Example: `'alpha',0.01,'method','approximate','tail','right'` specifies a right-tailed rank sum test with 1% significance level, which returns the approximate p-value.

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Significance level of the decision of a hypothesis test, specified as the comma-separated pair consisting of `'alpha'` and a scalar value in the range 0 to 1. The significance level of `h` is 100 * `alpha`%.

Example: `'alpha'`, `0.01`

Data Types: `double` | `single`

Computation method of the p-value, `p`, specified as the comma-separated pair consisting of `'method'` and one of the following:

 `'exact'` Exact computation of the p-value, `p`. `'approximate'` Normal approximation while computing the p-value, `p`.

When `'method'` is unspecified, the default is:

• `'exact'` if min(nx,ny) < 10 and nx + ny < 20

• `'approximate'` otherwise

nx and ny are the sizes of the samples in `x` and `y`, respectively.

Example: `'method'`,`'exact'`

Data Types: `char`

Type of test, specified as the comma-separated pair consisting of `'tail'` and one of the following:

 `'both'` Two-sided hypothesis test, where the alternative hypothesis states that `x` and `y` have different medians. Default test type if `'tail'` is not specified. `'right'` Right-tailed hypothesis test, where the alternative hypothesis states that the median of `x` is greater than the median of `y`. `'left'` Left-tailed hypothesis test, where the alternative hypothesis states that the median of `x` is less than the median of `y`.

Example: `'tail'`,`'left'`

Data Types: `char`

Output Arguments

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p-value of the test, returned as a positive scalar from 0 to 1. `p` is the probability of observing a test statistic as or more extreme than the observed value under the null hypothesis. `ranksum` computes the two-sided p-value by doubling the most significant one-sided value.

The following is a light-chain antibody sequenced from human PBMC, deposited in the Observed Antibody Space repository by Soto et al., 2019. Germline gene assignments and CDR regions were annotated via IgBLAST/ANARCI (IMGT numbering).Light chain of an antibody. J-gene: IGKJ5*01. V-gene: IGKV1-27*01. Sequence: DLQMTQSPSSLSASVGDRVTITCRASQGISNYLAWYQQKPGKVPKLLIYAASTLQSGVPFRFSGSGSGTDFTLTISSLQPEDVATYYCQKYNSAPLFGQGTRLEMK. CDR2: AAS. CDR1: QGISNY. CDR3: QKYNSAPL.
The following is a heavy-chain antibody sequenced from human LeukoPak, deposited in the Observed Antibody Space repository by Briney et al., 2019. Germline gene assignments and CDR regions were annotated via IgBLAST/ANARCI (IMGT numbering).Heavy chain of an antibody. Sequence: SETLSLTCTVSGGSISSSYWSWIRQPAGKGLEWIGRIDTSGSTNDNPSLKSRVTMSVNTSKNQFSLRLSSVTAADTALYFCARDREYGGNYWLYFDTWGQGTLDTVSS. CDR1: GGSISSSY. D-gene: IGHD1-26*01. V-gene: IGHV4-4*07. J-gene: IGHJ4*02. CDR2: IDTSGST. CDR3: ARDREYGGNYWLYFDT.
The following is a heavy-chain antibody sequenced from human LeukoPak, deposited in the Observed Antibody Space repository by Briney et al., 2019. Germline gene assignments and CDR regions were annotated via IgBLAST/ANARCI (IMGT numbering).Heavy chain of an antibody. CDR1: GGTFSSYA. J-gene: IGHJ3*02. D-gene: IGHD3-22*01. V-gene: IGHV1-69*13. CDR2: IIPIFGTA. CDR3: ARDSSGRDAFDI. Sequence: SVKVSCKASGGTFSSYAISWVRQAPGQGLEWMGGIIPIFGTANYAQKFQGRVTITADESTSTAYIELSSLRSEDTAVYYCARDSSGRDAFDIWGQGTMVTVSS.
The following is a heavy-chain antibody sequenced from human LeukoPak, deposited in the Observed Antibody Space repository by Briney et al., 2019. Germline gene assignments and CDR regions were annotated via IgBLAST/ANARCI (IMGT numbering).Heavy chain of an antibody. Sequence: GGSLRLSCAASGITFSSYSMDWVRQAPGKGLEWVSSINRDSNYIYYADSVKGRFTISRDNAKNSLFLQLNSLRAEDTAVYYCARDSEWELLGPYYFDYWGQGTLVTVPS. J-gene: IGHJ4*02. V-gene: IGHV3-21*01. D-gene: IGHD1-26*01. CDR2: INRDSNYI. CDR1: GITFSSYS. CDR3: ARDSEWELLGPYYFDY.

Result of the hypothesis test, returned as a logical value.

• If `h` = 1, this indicates rejection of the null hypothesis at the 100 * `alpha`% significance level.

• If `h` = 0, this indicates a failure to reject the null hypothesis at the 100 * `alpha`% significance level.

Test statistics, returned as a structure. The test statistics stored in `stats` are:

• `ranksum` : Value of the rank sum test statistic

• `zval`: Value of the z-statistic (computed when `'method'` is `'approximate'`)

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Wilcoxon Rank Sum Test

The Wilcoxon rank sum test is a nonparametric test for two populations when samples are independent. If `X` and `Y` are independent samples with different sample sizes, the test statistic which `ranksum` returns is the rank sum of the first sample.

The Wilcoxon rank sum test is equivalent to the Mann-Whitney U-test. The Mann-Whitney U-test is a nonparametric test for equality of population medians of two independent samples `X` and `Y`.

The Mann-Whitney U-test statistic, U, is the number of times a y precedes an x in an ordered arrangement of the elements in the two independent samples `X` and `Y`. It is related to the Wilcoxon rank sum statistic in the following way: If `X` is a sample of size nX, then

$U=W-\frac{{n}_{X}\left({n}_{X}+1\right)}{2}.$

z-Statistic

For large samples, `ranksum` uses a z-statistic to compute the approximate p-value of the test.

If `X` and `Y` are two independent samples of size nX and nY, where nX < nY the z-statistic is

`$z=\frac{W-E\left(W\right)}{\sqrt{V\left(W\right)}}=\frac{W-\left[\frac{{n}_{X}{n}_{Y}+{n}_{X}\left({n}_{X}+1\right)}{2}\right]-0.5\ast sign\left(W-E\left(W\right)\right)}{\sqrt{\frac{{n}_{X}{n}_{Y}\left({n}_{X}+{n}_{Y}+1\right)-tiescor}{12}}},$`

with continuity correction and tie adjustment. Here tiescor is given by

`$tiescor=\frac{2\ast tieadj}{\left({n}_{X}+{n}_{Y}\right)\left({n}_{X}+{n}_{Y}-1\right)},$`

where `ranksum` uses ```[ranks,tieadj] = tiedrank(x,y)``` to obtain tie adjustments. The standard normal distribution gives the p-value for this z-statistic.

Algorithms

`ranksum` treats `NaN`s in `x` and `y` as missing values and ignores them.

For a two-sided test of medians with unequal sample sizes, the test statistic that `ranksum` returns is the rank sum of the first sample.

References

[1] Gibbons, J. D., and S. Chakraborti. Nonparametric Statistical Inference, 5th Ed., Boca Raton, FL: Chapman & Hall/CRC Press, Taylor & Francis Group, 2011.

[2] Hollander, M., and D. A. Wolfe. Nonparametric Statistical Methods. Hoboken, NJ: John Wiley & Sons, Inc., 1999.